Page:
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It grabbed it and dragged it away while I went after it to retrieve it. I won, and after picking up the trash that had scattered, put it in the car. And went back to the campfire.

I knew it would be back.

Where’s that trash bag?

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This one thought there might be something good in the kayak.

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(It looks like I have strung it with Christmas lights but that’s just the reflective deck lines showing up under the flash.)

I spent some time that last day wandering through Magnolia Loop checking out campsites. After all, the old guy and his dogs and his beer are not always going to be there. Here are some notes I jotted down about good tent sites. These may not be great for RVs, I wasn’t looking with those in mind. Site #2 is private and roomy. However, it is far from the bath house. In fact, all of the best sites seemed to be far from the bath house in Magnolia Loop (which is actually two loops, an inner and outer). Sites 26-38 are for tents only, all with water and power. #26 was good, as were #29 and #34. Site #36 had a raised tent pad, as did #37. (Others may have as well, but I was only noting the ones with enough greenery on either side to afford privacy.) #83 and #84 remain my recommendations for Hickory Loop. Also, the trail leading to the spring is between sites #93 and #94 in Hickory Loop, so those sites will get more people wandering by. All of the sites at this campground are dirt and sand—no gravel sites. The bath house in Hickory Loop was surprisingly minimal—no soap dispenser at the sinks and no paper towels. The shower stalls are very small with no outer area or bench to put your clothes on—only the handicapped one was of any size. I had no cell service there, but both loops had pay phones. There were posts for clothesline but no actual line strung at any site, so if you want to hang towels, etc. up to dry, take your own line. This park is located at the end of a road far from any interstate—there was no traffic noise at night whatsoever.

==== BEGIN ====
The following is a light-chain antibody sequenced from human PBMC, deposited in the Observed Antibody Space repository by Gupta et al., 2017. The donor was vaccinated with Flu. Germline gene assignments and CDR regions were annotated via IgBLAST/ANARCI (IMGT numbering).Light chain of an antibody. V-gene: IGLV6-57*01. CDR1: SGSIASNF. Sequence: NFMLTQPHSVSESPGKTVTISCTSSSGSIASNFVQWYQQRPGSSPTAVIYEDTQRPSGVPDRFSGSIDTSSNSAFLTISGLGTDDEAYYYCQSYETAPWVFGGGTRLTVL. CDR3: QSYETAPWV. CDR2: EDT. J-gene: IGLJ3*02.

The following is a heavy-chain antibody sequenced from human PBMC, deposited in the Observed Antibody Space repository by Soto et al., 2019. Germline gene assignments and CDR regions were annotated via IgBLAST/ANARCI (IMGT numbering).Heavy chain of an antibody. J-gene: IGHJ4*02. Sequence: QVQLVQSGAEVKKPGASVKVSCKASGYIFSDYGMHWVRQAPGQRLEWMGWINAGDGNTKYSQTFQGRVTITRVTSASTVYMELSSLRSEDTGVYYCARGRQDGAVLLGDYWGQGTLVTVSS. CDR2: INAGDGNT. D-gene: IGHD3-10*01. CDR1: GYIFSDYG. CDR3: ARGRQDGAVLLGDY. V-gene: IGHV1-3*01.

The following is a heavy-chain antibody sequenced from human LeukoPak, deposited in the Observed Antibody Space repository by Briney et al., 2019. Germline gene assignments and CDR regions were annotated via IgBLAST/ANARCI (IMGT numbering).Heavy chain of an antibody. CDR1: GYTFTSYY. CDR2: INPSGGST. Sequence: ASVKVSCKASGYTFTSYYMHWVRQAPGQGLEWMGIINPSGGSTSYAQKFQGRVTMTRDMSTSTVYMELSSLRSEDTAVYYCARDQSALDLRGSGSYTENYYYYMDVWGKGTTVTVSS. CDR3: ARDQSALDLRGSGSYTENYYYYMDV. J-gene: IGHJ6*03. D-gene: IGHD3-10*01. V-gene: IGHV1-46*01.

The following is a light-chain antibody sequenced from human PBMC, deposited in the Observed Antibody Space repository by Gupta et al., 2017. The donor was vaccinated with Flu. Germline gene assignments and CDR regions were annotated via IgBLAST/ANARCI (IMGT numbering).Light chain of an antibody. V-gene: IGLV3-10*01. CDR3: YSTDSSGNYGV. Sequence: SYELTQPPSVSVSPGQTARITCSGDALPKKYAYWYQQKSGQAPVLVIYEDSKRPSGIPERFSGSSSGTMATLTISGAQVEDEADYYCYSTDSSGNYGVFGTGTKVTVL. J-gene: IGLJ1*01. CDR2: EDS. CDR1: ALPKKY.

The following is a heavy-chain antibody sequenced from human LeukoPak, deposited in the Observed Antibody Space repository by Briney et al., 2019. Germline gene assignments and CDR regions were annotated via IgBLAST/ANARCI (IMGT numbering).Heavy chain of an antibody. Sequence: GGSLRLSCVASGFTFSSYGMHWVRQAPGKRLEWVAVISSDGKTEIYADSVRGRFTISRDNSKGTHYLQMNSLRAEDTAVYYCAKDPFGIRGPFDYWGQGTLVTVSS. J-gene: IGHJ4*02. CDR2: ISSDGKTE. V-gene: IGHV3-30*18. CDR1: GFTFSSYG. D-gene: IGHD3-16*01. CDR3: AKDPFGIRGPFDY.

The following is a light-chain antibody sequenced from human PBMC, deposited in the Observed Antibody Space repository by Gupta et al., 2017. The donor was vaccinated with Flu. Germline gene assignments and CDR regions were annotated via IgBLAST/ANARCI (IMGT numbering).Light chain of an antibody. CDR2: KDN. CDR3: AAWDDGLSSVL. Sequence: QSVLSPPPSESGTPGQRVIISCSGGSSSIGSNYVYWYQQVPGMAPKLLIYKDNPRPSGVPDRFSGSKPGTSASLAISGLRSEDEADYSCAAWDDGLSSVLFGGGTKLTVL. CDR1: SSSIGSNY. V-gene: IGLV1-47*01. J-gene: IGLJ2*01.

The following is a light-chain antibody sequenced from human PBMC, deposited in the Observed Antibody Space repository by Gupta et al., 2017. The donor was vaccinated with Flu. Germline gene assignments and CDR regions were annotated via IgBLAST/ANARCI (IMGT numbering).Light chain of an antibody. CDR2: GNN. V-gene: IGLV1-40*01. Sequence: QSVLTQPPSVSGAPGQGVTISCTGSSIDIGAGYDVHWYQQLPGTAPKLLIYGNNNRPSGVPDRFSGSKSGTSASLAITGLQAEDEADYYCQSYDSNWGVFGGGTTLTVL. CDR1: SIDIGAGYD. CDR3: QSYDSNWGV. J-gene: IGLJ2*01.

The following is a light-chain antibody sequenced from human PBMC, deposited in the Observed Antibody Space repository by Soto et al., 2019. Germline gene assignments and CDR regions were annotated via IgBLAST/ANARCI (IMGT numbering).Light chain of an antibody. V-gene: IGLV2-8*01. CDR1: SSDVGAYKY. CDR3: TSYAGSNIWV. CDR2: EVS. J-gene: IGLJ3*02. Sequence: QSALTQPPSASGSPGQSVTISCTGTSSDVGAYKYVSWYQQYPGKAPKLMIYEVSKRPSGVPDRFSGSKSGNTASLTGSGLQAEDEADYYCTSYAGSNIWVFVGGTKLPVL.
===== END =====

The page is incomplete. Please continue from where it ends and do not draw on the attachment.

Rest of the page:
It’s a good park. I hope all the other ones on my list turn out as nice. Stand by for my next camping report.